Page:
Utilities. Do you want to live off the grid? Are you willing to make the choices needed to do that? (E.g., well, generator, septic system, satellite TV and telephony, fuel storage) If not, how much will it cost to connect to such systems? (For practical purposes, subtract twice the value of these installation costs from the cost of a finished lot, when comparing lot deals.)
Easements. These provide access to your property, access for others through your property, and affect your rights. Utility companies often ask for far more rights than they need. Until you sign on the dotted line, you can negotiate them down to just what they need. Talk to a good real estate attorney.
Zoning. How much will you be allowed to build? (In terms of home square footage, garage square footage, roof area, and impermeable surfaces.) How can the home be used? (As a business, as a farm, how many unrelated people can live there, etc.) What setbacks are required? How tall can the building(s) be? Are there setbacks from streams, swamps, ponds, wetlands, or steep slopes?
Choosing a builder. For construction loans, banks want builders who will build what is agreed upon, in a timely fashion. If you want to build your own house, talk to your loan officer about what the bank expects in a builder.
Plansets and permits.
The construction loan process. If you hire a general contractor, and if you have difficulties with the contractor, you might be forced to refuse to accept some work as being complete. A good bank will back you up. Ask about points, appraisal charges, and inspection fees.
Insurance during construction. Some companies have good plans -- if the construction takes 12 months or less. Some (but not all) auto insurance companies also offer good homeowners' insurance for homes under construction. Choose your auto insurance company accordingly.
Property taxes. Don't forget to include them in your post-construction budget.
Homeowners' insurance. Avoid properties that need flood insurance. Apply a sanity check to flood maps -- some of them are unrealistic. Strongly consider earthquake insurance. Don't forget to include these costs in your post-construction budget.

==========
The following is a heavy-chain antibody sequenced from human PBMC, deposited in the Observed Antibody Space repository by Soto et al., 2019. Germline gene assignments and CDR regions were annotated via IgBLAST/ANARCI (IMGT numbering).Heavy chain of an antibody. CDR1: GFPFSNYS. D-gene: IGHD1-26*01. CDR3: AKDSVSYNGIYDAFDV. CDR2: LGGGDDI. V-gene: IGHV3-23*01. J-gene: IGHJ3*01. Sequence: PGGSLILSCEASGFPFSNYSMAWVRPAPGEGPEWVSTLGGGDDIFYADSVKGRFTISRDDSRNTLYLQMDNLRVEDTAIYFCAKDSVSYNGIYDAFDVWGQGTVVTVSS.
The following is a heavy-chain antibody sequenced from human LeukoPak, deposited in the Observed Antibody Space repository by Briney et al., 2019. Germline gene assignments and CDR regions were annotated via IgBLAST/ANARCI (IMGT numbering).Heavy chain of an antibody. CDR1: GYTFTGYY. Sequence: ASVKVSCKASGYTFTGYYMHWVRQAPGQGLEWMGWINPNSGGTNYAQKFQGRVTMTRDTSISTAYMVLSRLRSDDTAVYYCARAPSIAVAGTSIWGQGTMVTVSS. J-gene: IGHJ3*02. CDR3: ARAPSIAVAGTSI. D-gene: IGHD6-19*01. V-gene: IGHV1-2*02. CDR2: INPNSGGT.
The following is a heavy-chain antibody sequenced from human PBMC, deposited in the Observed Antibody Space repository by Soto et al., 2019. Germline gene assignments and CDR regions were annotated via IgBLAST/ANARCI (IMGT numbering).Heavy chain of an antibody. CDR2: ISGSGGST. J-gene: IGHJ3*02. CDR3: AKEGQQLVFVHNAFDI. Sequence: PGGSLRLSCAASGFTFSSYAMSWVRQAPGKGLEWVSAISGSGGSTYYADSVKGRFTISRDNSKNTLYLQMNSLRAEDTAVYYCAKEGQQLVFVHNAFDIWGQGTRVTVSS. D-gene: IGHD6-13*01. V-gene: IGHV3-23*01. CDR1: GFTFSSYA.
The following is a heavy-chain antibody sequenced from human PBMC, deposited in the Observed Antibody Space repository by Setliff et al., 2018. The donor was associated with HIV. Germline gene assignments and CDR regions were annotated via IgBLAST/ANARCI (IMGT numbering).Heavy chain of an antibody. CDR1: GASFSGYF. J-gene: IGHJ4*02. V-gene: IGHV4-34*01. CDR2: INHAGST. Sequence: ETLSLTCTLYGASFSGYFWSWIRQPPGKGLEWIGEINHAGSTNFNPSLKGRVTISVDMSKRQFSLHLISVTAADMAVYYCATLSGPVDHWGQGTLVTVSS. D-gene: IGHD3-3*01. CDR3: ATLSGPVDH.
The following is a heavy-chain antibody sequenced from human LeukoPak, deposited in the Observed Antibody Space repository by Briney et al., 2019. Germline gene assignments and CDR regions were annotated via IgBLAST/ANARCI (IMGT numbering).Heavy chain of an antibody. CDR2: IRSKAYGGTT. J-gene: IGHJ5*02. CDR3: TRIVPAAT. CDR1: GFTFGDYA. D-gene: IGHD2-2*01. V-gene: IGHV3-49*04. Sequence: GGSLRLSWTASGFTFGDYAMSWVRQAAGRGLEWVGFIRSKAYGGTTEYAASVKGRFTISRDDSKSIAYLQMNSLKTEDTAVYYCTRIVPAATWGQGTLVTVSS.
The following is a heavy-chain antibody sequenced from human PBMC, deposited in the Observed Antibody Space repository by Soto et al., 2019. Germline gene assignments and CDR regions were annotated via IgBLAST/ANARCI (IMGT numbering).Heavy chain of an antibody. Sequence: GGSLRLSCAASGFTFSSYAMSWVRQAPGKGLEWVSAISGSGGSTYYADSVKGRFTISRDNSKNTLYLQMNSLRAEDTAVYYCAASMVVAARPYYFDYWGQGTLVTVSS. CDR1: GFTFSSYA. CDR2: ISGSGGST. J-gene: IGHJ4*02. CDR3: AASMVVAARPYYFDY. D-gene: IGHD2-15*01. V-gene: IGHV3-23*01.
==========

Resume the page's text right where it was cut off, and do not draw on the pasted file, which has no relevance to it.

Energy costs. Some jurisdictions require you to calculate how large a heating system you need. Do not trust their design temperatures -- they may not allow for enough heating during a cold snap, especially if you have a heat pump. (Some heat pumps work at -10°F -- but most lose their effectiveness between 10°F and 25°F.) You can use these calculations, in combination with the number of "heating degree days" and "cooling degree days" at your site, to accurately estimate your energy bills. If you choose a mobile or manufactured home, calculate how much extra its energy bills will be.
Home design. Here are some good sources of ideas:
A Pattern Language, by Christopher Alexander. Alexander emphasizes building homes and neighborhoods that can grow, and that have niches within niches within niches.
The Not-So-Big House, by Sarah Susanka. This book applies many Alexander's design patterns to medium and large new houses.
Before the Architect. The late Ralph Pressel emphasized the importance of plywood sheathing, flashing, pocket doors, wide hallways, wide stairways, attic trusses, and open-truss or I-joist floor systems. Lots of outlets and incandescent lighting are good too. (It is possible to have too much detail in a house plan, and too much room in a house. For examples, see any of his plans.)
Tim Garrison, "the builder's engineer". Since Oregon is in earthquake country -- and the building codes do not fully reflect that risk -- emphasize that you want a building that would meet San Jose, California's earthquake code.